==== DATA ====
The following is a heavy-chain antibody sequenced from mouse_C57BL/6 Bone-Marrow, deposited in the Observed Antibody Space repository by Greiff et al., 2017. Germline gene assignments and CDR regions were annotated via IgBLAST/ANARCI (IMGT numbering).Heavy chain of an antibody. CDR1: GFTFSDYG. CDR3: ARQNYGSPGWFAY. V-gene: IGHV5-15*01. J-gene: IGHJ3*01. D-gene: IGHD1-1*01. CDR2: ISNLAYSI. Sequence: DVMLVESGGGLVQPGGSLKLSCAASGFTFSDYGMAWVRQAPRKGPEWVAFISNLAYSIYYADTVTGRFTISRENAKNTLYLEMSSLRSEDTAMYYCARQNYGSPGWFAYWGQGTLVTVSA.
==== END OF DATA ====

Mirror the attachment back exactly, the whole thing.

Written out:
The following is a heavy-chain antibody sequenced from mouse_C57BL/6 Bone-Marrow, deposited in the Observed Antibody Space repository by Greiff et al., 2017. Germline gene assignments and CDR regions were annotated via IgBLAST/ANARCI (IMGT numbering).Heavy chain of an antibody. CDR1: GFTFSDYG. CDR3: ARQNYGSPGWFAY. V-gene: IGHV5-15*01. J-gene: IGHJ3*01. D-gene: IGHD1-1*01. CDR2: ISNLAYSI. Sequence: DVMLVESGGGLVQPGGSLKLSCAASGFTFSDYGMAWVRQAPRKGPEWVAFISNLAYSIYYADTVTGRFTISRENAKNTLYLEMSSLRSEDTAMYYCARQNYGSPGWFAYWGQGTLVTVSA.